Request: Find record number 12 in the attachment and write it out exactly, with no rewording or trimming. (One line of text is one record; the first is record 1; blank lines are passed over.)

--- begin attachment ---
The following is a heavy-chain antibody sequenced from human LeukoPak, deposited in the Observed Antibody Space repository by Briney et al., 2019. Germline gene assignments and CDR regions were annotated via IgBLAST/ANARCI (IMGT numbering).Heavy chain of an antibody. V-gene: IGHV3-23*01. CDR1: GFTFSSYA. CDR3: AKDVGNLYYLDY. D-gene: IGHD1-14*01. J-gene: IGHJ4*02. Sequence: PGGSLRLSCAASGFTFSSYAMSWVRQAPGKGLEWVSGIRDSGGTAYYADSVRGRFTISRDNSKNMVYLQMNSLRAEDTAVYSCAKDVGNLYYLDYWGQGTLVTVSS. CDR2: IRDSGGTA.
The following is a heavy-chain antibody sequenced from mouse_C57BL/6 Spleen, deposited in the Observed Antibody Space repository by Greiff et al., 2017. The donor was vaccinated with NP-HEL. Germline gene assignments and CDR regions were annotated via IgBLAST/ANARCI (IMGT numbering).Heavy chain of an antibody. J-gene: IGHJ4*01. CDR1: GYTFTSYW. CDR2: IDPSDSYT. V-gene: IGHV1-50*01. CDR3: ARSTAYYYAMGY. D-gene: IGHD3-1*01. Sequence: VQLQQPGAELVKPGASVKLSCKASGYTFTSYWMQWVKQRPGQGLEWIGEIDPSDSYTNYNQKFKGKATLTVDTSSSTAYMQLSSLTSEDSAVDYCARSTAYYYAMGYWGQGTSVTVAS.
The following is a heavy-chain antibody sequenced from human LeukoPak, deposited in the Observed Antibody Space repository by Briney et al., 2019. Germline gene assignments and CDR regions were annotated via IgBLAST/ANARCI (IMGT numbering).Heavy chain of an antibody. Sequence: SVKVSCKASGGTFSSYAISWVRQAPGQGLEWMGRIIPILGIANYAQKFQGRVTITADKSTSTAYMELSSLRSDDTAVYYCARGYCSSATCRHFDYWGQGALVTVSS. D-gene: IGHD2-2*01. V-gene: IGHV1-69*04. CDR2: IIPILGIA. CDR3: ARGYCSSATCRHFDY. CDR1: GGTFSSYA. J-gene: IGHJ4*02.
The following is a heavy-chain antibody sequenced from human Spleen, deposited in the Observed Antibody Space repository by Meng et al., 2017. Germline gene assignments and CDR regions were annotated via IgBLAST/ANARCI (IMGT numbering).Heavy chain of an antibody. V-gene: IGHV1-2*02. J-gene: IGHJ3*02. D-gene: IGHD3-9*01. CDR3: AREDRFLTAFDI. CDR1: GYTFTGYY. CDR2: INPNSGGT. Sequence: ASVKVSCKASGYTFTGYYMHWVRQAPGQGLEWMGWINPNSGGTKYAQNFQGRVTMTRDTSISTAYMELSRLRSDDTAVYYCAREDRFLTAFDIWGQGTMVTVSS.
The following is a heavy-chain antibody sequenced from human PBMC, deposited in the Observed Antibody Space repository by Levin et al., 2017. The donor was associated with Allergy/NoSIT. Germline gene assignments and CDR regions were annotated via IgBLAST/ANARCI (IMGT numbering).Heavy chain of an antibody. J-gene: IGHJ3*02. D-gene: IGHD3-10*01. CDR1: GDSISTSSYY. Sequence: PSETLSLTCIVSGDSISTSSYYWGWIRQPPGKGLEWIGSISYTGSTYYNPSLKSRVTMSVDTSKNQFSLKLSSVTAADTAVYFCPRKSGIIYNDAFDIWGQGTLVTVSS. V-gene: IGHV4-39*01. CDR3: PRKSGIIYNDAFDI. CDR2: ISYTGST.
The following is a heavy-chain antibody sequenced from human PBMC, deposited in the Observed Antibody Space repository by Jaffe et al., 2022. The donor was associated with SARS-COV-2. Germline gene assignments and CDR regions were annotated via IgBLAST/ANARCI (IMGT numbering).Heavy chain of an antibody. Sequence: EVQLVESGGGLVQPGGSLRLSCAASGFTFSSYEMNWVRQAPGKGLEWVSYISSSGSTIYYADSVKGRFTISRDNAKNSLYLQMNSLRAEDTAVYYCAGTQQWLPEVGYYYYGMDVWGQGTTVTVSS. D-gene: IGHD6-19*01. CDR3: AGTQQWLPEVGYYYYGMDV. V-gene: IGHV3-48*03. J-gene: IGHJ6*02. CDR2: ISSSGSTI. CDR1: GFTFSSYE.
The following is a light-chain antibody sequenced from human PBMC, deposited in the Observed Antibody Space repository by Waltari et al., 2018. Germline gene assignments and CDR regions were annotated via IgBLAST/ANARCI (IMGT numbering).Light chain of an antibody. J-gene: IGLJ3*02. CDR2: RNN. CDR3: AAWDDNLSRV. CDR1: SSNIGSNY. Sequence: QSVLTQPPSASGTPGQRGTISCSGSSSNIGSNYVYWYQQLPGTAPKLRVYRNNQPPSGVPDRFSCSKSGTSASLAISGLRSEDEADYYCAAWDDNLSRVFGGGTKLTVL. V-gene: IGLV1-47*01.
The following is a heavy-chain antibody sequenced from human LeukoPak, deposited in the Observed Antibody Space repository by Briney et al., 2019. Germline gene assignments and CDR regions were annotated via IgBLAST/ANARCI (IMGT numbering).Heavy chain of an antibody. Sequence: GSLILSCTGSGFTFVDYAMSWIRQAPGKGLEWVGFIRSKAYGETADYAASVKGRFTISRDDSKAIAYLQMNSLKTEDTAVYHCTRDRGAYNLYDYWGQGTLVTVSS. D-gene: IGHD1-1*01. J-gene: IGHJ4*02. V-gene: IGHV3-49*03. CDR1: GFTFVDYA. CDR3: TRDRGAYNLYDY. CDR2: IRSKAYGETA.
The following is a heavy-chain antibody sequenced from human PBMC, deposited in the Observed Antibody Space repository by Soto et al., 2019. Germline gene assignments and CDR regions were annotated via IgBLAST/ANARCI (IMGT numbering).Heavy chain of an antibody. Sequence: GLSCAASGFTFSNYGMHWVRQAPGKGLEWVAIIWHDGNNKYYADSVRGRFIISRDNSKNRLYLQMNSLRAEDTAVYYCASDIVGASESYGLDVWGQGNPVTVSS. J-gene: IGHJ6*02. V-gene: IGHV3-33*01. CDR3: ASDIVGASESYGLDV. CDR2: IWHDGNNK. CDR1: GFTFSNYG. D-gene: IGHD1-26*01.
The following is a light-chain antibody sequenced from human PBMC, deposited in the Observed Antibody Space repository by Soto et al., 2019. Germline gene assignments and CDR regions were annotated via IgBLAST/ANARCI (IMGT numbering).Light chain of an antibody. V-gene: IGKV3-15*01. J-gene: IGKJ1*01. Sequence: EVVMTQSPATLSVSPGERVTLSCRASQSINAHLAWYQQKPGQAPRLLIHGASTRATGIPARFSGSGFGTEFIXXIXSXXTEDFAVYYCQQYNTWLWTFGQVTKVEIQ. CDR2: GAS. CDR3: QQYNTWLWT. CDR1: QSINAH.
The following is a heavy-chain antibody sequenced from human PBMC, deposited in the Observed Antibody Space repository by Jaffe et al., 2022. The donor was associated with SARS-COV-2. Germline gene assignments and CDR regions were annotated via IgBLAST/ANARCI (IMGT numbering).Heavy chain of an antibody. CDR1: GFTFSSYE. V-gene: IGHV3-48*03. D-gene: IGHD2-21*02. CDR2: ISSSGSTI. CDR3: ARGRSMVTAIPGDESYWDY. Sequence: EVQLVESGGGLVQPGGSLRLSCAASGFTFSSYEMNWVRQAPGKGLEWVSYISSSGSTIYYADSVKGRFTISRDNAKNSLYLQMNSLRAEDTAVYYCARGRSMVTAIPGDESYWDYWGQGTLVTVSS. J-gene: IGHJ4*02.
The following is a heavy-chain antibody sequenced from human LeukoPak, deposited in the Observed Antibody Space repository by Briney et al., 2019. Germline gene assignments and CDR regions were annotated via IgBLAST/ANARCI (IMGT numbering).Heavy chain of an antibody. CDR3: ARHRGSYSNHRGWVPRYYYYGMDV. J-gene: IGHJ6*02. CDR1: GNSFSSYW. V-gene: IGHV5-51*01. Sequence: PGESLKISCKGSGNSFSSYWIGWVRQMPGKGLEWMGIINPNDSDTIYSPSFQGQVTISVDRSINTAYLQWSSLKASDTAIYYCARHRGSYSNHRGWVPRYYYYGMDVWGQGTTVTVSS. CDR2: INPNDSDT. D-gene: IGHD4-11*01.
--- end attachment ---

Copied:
The following is a heavy-chain antibody sequenced from human LeukoPak, deposited in the Observed Antibody Space repository by Briney et al., 2019. Germline gene assignments and CDR regions were annotated via IgBLAST/ANARCI (IMGT numbering).Heavy chain of an antibody. CDR3: ARHRGSYSNHRGWVPRYYYYGMDV. J-gene: IGHJ6*02. CDR1: GNSFSSYW. V-gene: IGHV5-51*01. Sequence: PGESLKISCKGSGNSFSSYWIGWVRQMPGKGLEWMGIINPNDSDTIYSPSFQGQVTISVDRSINTAYLQWSSLKASDTAIYYCARHRGSYSNHRGWVPRYYYYGMDVWGQGTTVTVSS. CDR2: INPNDSDT. D-gene: IGHD4-11*01.